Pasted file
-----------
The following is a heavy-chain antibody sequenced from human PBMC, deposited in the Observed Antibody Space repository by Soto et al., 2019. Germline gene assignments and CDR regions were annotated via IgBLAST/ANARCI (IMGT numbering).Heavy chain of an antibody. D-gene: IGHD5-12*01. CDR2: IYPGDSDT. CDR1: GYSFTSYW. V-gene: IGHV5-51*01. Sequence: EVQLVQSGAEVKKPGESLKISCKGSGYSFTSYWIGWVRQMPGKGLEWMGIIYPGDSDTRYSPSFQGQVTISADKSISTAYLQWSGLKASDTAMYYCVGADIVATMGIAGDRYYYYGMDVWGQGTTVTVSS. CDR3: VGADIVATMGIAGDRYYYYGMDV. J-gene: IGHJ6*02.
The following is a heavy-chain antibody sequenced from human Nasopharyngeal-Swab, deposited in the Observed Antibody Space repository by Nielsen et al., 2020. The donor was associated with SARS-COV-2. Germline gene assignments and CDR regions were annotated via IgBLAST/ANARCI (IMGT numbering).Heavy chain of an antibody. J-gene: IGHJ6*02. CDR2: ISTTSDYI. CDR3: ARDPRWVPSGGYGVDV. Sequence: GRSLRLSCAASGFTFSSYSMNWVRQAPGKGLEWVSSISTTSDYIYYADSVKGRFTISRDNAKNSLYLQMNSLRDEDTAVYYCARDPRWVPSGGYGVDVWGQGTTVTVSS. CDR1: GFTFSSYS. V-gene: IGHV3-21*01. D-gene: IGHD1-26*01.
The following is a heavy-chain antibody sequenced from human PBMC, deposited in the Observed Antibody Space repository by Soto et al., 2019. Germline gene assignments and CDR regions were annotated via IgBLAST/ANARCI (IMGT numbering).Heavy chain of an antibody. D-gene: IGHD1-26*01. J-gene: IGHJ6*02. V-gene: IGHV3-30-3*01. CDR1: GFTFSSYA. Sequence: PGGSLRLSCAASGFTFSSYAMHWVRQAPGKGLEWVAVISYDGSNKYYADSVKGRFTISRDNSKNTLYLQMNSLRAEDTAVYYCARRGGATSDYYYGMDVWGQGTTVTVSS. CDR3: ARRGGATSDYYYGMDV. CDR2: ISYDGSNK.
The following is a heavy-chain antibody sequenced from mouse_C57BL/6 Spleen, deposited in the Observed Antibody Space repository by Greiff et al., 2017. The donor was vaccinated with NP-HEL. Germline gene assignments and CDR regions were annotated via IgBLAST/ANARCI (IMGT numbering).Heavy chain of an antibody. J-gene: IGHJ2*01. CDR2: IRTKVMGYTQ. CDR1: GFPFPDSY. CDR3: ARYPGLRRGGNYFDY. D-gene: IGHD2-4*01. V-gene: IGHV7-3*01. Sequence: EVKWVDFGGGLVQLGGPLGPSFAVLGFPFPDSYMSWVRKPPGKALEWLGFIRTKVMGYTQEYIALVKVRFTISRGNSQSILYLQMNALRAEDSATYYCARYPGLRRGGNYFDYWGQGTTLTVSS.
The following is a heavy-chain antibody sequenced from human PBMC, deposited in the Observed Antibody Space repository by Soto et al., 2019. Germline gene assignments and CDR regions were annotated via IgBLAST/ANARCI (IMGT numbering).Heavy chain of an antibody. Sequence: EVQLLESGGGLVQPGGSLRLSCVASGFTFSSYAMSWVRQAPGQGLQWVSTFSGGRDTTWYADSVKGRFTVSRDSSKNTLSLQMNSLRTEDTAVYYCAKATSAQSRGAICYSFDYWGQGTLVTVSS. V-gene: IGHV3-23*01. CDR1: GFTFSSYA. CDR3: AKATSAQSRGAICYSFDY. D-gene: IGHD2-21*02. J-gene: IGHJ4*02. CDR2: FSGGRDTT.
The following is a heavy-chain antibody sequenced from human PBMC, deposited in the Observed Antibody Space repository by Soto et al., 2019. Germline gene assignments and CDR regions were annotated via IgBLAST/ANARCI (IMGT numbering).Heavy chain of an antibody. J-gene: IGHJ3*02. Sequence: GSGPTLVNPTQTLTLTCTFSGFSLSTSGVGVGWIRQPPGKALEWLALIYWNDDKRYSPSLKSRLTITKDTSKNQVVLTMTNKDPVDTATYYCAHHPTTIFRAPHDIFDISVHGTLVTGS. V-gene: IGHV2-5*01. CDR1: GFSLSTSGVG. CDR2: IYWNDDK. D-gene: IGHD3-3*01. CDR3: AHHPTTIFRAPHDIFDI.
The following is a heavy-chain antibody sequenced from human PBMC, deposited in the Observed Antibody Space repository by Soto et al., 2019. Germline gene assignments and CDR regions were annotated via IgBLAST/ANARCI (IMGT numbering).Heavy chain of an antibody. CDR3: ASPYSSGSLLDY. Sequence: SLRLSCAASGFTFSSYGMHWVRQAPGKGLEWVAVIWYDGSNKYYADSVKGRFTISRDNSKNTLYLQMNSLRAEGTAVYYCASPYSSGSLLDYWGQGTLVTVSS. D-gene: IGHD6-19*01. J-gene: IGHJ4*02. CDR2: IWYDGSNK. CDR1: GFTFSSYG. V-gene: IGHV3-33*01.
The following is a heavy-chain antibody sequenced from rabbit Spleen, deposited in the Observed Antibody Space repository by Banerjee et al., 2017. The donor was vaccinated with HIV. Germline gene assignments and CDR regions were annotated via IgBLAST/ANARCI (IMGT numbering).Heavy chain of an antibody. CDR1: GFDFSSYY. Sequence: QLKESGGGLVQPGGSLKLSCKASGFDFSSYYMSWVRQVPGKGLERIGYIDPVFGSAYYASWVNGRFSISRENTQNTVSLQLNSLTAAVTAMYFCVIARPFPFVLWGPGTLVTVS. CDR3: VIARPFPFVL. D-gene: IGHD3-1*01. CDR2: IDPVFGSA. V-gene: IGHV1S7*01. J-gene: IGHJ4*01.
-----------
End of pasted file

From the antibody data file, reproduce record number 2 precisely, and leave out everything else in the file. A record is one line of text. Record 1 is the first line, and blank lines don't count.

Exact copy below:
The following is a heavy-chain antibody sequenced from human Nasopharyngeal-Swab, deposited in the Observed Antibody Space repository by Nielsen et al., 2020. The donor was associated with SARS-COV-2. Germline gene assignments and CDR regions were annotated via IgBLAST/ANARCI (IMGT numbering).Heavy chain of an antibody. J-gene: IGHJ6*02. CDR2: ISTTSDYI. CDR3: ARDPRWVPSGGYGVDV. Sequence: GRSLRLSCAASGFTFSSYSMNWVRQAPGKGLEWVSSISTTSDYIYYADSVKGRFTISRDNAKNSLYLQMNSLRDEDTAVYYCARDPRWVPSGGYGVDVWGQGTTVTVSS. CDR1: GFTFSSYS. V-gene: IGHV3-21*01. D-gene: IGHD1-26*01.